United joins rivals in dropping emotional-support animals

More and more airlines are saying “No” to emotional-support animals

After that, United said, only trained service dogs can fly in the cabin while not being in a carrier. Owners will have to submit a government-approved form attesting to the dog’s training, vaccines and disposition. Therapy animals trained to visit nursing homes and other settings don’t count as service dogs, United said.

Owners may be able to transport other animals in the cargo hold or in carriers that fit under a seat in the cabin. Either way, the owner will pay a pet fee, which starts at $125 per flight.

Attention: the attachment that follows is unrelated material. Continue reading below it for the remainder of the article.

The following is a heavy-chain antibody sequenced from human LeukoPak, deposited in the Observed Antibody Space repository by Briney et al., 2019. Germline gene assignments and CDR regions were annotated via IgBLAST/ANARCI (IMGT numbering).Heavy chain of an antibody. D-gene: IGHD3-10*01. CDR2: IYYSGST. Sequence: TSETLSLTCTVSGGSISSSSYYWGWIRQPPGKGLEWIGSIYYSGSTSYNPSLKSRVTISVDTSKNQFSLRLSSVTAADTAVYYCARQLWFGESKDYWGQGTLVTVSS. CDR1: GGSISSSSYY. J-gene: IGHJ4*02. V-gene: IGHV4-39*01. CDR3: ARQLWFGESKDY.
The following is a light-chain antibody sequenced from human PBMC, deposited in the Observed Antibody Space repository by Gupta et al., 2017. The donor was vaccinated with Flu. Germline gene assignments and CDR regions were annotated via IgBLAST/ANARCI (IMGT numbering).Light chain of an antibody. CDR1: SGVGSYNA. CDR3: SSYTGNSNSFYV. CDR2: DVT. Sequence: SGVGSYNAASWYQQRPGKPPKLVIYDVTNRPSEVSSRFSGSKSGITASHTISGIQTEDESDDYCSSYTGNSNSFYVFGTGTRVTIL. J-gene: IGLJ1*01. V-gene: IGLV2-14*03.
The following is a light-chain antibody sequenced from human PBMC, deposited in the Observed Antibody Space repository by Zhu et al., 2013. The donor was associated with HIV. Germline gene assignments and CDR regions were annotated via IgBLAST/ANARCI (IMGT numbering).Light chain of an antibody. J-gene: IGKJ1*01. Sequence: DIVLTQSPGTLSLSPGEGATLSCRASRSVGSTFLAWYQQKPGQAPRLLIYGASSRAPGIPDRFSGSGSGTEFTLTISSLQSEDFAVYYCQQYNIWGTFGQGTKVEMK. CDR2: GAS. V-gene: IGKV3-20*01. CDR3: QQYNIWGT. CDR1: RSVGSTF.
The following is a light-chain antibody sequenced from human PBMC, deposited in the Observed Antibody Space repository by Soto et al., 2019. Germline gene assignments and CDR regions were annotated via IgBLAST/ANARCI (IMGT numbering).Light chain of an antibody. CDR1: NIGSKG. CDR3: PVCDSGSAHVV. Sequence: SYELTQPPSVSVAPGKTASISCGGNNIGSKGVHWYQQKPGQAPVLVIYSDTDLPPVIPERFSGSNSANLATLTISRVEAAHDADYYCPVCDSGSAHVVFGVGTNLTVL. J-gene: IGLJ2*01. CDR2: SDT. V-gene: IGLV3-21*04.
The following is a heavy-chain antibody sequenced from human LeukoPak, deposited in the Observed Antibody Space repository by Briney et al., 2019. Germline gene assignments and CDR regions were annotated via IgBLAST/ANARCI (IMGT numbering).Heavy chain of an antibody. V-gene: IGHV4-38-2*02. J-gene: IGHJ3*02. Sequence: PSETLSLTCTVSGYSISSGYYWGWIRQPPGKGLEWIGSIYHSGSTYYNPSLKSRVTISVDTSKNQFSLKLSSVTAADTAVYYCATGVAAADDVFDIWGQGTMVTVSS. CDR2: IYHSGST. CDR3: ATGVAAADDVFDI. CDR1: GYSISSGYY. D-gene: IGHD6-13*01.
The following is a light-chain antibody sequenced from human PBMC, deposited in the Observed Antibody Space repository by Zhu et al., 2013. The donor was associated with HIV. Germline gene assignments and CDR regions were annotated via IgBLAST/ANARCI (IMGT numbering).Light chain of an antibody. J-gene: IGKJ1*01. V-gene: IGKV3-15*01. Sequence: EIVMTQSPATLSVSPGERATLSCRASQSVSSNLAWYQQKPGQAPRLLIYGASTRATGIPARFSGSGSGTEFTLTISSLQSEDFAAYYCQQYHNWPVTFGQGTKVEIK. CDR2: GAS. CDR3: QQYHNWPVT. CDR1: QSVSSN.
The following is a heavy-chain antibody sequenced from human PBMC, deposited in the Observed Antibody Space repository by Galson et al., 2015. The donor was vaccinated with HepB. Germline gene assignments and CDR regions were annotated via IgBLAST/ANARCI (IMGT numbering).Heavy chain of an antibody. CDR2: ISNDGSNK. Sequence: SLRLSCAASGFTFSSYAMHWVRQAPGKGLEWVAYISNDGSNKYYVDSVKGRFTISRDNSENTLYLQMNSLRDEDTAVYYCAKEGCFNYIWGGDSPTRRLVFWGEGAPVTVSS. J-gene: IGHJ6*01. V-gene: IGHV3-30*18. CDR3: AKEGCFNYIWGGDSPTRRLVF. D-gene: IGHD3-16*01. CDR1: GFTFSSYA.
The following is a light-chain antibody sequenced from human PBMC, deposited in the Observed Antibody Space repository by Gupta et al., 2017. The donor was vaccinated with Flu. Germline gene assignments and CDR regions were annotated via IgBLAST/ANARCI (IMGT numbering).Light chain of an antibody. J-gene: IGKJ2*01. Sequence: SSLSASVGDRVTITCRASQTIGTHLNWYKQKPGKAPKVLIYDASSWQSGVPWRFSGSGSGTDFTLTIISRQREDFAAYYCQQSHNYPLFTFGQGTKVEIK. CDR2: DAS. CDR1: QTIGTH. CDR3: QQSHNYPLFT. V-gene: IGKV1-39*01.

For many years, thousands of passengers relied on a previous regulation to bring an animal on board for free by claiming that it provided emotional support. Airlines and flight attendants believed some passengers abused the rule to avoid pet fees.